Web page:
Less Than Jake celebrate 25 years of music with killer new EP


Cover art for Less Than Jake’s latest EP “Sound the Alarm”

Chris Prenatt, Reporter

You would think that a band that’s been around for 25 years would be running out of steam by now. You’d be wrong.

With Sound the Alarm, the newest EP from legendary Gainesville, FL, ska punk band Less Than Jake, being an old band doesn’t mean that one should act their age. Comprised of Chris DeMakes (vocals/guitar), Roger Lima (vocals/bass), Buddy Schaub (trombone), Peter “JR” Wasilewski (saxophone) and Vinnie Fiorello (drums), LTJ fill every single minute of their Pure Noise Records debut with all the great ska punk sounds fans have been loving since the late 1990s.

The EP kicks off with “Call to Arms,” with Lima strumming on his bass before the entire band joins in and shreds for two and a half minutes of pure punk. Short and sweet, this opener is meant to excite the listener, and you’ll probably be dancing along.

The pure ska track “Whatever the Weather” is just filled with happy-go-lucky vibes. The brass section adds power to DeMakes’s upstrokes on his guitar for a solid three minutes, while Fiorello and Lima lay down some funky beats.

“Bomb Drop” is your good old punk rock song with an amazing sing-along chorus that feels like this was written for radio stations in the 90s. Schaub and Wasilewski’s brass section is the strongest on this track.

The next track, “Welcome to My Life,” isn’t the strongest track on this EP, as it merely sounds like filler. It’s an easily passable track, but the beat and brass will make you smile.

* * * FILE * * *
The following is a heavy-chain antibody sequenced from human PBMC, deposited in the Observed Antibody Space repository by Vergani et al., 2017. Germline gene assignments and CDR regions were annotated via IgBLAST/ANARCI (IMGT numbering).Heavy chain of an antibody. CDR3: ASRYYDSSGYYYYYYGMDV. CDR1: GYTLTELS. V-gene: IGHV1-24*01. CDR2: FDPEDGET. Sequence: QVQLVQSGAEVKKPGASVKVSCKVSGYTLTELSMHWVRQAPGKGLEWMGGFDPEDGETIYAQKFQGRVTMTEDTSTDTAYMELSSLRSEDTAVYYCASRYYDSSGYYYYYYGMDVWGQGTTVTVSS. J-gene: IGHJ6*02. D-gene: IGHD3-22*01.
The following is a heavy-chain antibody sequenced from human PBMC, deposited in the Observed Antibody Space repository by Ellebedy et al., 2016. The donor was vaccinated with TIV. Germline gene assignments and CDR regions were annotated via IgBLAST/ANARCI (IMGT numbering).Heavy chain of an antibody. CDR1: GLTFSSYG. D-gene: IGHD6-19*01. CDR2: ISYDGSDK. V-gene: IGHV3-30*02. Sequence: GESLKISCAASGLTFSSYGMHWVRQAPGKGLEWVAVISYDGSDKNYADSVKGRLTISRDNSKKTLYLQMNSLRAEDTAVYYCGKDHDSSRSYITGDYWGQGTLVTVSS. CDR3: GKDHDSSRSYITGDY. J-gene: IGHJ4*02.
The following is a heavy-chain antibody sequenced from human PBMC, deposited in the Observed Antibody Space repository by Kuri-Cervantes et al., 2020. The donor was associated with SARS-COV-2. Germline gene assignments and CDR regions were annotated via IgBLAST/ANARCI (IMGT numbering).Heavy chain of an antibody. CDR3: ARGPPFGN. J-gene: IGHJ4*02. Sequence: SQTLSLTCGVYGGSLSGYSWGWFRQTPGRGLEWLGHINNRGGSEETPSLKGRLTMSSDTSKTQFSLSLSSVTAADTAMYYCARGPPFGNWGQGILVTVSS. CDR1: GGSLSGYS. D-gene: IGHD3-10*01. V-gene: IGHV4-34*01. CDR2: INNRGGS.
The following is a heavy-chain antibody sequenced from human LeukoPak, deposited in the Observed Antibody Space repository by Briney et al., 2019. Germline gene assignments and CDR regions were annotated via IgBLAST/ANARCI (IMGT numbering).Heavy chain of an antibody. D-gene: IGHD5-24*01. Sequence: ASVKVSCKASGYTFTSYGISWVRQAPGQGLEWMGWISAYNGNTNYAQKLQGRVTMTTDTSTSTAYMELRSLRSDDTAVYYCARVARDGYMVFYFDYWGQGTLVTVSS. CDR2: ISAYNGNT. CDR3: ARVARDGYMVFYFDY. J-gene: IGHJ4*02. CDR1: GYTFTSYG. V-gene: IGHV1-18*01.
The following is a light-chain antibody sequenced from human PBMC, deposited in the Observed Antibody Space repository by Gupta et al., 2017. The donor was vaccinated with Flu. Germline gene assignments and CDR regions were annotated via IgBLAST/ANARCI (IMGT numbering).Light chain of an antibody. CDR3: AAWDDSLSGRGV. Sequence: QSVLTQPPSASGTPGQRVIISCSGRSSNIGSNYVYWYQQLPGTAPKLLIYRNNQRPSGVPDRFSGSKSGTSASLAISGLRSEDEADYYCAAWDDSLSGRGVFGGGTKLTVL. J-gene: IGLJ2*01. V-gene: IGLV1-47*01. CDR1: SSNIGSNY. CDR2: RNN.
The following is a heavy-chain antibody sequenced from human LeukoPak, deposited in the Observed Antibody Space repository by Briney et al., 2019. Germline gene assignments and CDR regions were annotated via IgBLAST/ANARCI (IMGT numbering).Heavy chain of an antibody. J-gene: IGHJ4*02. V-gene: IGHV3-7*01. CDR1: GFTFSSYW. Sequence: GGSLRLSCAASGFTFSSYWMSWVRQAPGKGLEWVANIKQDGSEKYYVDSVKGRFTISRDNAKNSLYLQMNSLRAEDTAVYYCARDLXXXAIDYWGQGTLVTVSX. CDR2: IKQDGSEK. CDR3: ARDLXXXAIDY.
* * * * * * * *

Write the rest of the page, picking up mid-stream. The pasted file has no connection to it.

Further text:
The longest track on Sound the Alarm is “Good Sign,” another punk rock song ripped straight out of the 90s clocking in at three and a half minutes.

“Years of Living Dangerously” is one of the most interesting tracks off this EP. DeMakes talks about his past regrets on this track, singing, “I won’t waste another night stuck here explaining why/ But this noise inside can’t keep my balance right/ It’s been a mystery, what makes me feel this crazy.”

“Things Change” closes the album on a high note, having the listener either dancing or head banging throughout the nearly three minute track.

These Florida greybeards do nothing new with Sound the Alarm. It’s the same old shtick that we’ve come to love from these guys. Much like every other album or EP the band has released in their 25 years, Sound the Alarm is a fun record for those who love sing-alongs and moshing.

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